The problem with the 5 paragraph essay is that it isn't a rule of thumb, it isn't a good guide, and it is never appropriate. Except maybe as a brief skeleton to build a student's understanding of longer-form writing on, to be discarded in the next assignment or two, but to be grading outgoing seniors from high school on it (and so rigidly!) is an atrocity.
Try to find one in the wild, one that was never a school assignment (so no published student homework or anything). Go on. Try it. Find one on HN comment page. (A different page. I'm sure someone will at some point float a 5P essay here as a response to be funny... the thought crossed my mind to try to do this exact criticism in this style, but ye gods is it a worthless style to communicate in and I didn't feel like sacrificing my point for the meager humor that would be produced.) Find one in a newspaper or magazine. Find one in a blog post. Find one in a well-regarded historical work on philosophy. And remember, it's not just a mere "it has five paragraphs", but a very proscribed schema that is at least:
1. Thesis paragraph, 5 sentences
2. Support point #1, 5 sentences
3. Support point #2, 5 sentences
4. Support point #3, 5 sentences
5. Restatement of thesis, 5 sentences
I won't guarantee you can't. I will guarantee that you will be looking for a long time.
There is a reason for this.
You're right - the format doesn't show up outside of school. And if we were being bombarded by 5 paragraph essays in the "real world" then we'd certainly have a lot of justification to this entire thread. But we don't. You just proved it. So what's the issue here?
(See also our math curriculum's ability to convince people that "=" is not symmetric by the repeated hammering of "1 + 4 = ___"; we think we're teaching them math and using "equals", they're learning that the "=" symbol means something more like "simplify and reduce" and that it has a direction. Grab three random people with the "usual" math education (i.e., not programmers), and see if they will agree that "1 + 3 = 2 + 2" (you may need to put an underline under the 2 + 2); I think you'll find a lot of them insist that is "wrong" and the right hand side "should/must be 4". And that's just one example.)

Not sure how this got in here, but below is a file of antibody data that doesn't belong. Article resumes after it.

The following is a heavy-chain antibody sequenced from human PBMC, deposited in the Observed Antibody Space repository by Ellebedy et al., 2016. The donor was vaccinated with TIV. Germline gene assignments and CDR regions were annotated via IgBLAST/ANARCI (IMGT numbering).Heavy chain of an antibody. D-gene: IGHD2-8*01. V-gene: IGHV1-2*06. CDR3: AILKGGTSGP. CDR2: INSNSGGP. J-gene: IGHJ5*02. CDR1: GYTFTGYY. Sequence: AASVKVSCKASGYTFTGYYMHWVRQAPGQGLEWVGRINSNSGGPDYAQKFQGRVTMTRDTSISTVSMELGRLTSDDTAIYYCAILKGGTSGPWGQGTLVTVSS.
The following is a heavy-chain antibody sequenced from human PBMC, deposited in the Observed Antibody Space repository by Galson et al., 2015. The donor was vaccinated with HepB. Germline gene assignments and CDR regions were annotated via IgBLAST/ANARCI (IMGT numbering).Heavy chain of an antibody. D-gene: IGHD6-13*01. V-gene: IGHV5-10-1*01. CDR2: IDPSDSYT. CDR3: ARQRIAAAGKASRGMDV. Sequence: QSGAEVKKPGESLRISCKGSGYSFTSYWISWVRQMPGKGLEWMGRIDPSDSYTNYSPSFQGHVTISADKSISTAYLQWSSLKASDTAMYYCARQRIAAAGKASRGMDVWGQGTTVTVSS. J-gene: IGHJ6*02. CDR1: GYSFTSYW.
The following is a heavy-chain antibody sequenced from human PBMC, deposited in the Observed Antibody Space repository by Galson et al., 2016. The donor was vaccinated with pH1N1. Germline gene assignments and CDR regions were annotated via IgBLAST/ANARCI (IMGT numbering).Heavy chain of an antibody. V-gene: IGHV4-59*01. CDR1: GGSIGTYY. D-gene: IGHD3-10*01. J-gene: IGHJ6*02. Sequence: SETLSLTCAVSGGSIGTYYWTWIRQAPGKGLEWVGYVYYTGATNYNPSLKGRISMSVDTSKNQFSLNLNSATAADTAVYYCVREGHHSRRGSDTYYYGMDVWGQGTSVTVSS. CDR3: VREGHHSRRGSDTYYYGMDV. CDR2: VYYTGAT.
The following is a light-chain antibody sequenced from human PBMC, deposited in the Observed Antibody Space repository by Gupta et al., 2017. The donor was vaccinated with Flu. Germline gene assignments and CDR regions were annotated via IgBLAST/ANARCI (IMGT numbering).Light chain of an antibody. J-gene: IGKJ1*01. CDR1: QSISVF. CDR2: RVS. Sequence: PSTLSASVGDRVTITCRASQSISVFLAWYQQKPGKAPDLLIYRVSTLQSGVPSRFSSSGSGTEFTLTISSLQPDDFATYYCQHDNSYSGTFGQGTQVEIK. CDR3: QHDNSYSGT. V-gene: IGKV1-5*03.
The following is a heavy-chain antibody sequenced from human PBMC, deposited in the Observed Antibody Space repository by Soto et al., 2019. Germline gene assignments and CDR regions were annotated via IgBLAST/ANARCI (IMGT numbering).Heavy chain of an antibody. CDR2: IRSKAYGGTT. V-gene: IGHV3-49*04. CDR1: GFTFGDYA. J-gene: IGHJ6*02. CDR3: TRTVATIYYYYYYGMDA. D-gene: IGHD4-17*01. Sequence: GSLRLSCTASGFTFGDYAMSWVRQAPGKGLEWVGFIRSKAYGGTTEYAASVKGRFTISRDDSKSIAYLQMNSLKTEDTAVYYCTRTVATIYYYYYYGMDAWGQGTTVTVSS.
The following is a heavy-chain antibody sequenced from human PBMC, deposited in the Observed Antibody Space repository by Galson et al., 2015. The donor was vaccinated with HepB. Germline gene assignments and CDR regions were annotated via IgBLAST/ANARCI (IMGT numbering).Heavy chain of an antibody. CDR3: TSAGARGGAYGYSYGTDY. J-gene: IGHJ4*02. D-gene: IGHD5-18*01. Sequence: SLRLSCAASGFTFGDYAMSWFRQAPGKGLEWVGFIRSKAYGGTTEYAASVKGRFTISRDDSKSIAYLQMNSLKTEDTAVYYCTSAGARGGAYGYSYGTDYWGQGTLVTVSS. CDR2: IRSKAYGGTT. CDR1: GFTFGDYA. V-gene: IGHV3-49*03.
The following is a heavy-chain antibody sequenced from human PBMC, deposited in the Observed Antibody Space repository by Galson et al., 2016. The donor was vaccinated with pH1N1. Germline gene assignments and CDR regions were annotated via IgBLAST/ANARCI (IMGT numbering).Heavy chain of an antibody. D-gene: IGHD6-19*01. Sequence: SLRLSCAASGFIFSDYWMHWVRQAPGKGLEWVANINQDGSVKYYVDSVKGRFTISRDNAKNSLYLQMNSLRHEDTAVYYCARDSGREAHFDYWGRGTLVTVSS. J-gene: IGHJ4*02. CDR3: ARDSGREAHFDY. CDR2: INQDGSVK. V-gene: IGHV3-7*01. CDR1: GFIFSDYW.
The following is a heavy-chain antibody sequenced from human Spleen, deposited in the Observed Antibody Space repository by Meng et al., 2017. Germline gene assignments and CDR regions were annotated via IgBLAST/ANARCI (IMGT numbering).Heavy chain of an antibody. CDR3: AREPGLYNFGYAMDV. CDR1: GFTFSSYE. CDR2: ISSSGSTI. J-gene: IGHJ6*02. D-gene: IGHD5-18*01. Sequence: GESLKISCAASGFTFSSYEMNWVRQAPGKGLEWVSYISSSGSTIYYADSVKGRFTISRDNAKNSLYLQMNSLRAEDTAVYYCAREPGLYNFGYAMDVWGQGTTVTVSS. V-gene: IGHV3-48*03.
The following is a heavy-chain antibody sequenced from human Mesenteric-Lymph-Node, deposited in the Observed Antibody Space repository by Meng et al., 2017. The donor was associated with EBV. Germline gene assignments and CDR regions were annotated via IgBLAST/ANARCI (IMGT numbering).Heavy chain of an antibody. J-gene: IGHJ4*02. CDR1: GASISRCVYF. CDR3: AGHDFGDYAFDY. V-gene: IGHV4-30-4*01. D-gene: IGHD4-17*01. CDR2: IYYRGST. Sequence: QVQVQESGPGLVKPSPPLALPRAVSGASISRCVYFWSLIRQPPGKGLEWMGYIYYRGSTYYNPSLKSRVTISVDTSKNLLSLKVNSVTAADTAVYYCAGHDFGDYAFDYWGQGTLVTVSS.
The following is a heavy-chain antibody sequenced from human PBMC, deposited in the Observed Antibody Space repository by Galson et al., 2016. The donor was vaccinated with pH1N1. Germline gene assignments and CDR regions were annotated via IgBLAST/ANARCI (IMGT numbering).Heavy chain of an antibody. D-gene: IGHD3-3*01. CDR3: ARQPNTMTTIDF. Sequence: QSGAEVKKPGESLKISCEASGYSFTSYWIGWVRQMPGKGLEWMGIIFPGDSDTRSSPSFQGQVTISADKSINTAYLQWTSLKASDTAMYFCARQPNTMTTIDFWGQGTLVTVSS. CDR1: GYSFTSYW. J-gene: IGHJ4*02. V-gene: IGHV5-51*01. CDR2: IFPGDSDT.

It definitely is a rule-of-thumb. You may not think it's a good one, but it still is one.
> it isn't a good guide, and it is never appropriate. Except maybe as...
Claims as strong as those are rarely true.
One might as well try to defend scales as being a valid form of music that should be performed in front of thousands of people. (And I mean literal, raw scales, not something that works a scale into a piece, for which there is no meaningful equivalent in this writing context.) Even if someone did that, it would be as some sort of artistic comment on listeners or the nature of art or something (see 4'33"), not because they have any reason to be performed in front of an audience.
By the way, since this may seem a bizarre amount of passion on the topic, what cheeses me off is that we TEACH this as the One True Essay Format. (See the beginning of the linked story.) I just can't believe the unnecessary harm we do with this. Even with my relatively low opinion of the ability of current formal schooling to educate, this still surprises me as a bizarre choice. So if I sound like I'd like everyone reading this to come away with the idea that this format ought to have a stake driven through it and you should never use it, it's just my feeble attempt to undo years of terrible schooling in a handful of paragraphs.